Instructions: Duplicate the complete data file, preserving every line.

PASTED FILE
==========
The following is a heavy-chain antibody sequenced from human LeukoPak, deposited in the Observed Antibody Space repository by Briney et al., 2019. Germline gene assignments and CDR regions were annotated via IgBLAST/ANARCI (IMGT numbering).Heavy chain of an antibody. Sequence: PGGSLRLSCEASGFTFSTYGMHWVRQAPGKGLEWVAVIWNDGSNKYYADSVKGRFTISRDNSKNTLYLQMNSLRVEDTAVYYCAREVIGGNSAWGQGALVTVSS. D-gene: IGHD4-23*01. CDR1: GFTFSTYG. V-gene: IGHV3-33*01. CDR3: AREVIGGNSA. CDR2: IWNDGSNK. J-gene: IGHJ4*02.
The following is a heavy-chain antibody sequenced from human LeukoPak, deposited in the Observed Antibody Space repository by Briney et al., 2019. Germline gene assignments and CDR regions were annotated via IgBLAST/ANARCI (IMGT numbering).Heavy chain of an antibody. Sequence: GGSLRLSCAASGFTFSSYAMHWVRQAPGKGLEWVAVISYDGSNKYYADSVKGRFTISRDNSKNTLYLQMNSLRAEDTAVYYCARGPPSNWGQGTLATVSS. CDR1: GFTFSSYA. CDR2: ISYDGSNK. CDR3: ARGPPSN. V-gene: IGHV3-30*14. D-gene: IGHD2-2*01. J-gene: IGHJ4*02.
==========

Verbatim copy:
The following is a heavy-chain antibody sequenced from human LeukoPak, deposited in the Observed Antibody Space repository by Briney et al., 2019. Germline gene assignments and CDR regions were annotated via IgBLAST/ANARCI (IMGT numbering).Heavy chain of an antibody. Sequence: PGGSLRLSCEASGFTFSTYGMHWVRQAPGKGLEWVAVIWNDGSNKYYADSVKGRFTISRDNSKNTLYLQMNSLRVEDTAVYYCAREVIGGNSAWGQGALVTVSS. D-gene: IGHD4-23*01. CDR1: GFTFSTYG. V-gene: IGHV3-33*01. CDR3: AREVIGGNSA. CDR2: IWNDGSNK. J-gene: IGHJ4*02.
The following is a heavy-chain antibody sequenced from human LeukoPak, deposited in the Observed Antibody Space repository by Briney et al., 2019. Germline gene assignments and CDR regions were annotated via IgBLAST/ANARCI (IMGT numbering).Heavy chain of an antibody. Sequence: GGSLRLSCAASGFTFSSYAMHWVRQAPGKGLEWVAVISYDGSNKYYADSVKGRFTISRDNSKNTLYLQMNSLRAEDTAVYYCARGPPSNWGQGTLATVSS. CDR1: GFTFSSYA. CDR2: ISYDGSNK. CDR3: ARGPPSN. V-gene: IGHV3-30*14. D-gene: IGHD2-2*01. J-gene: IGHJ4*02.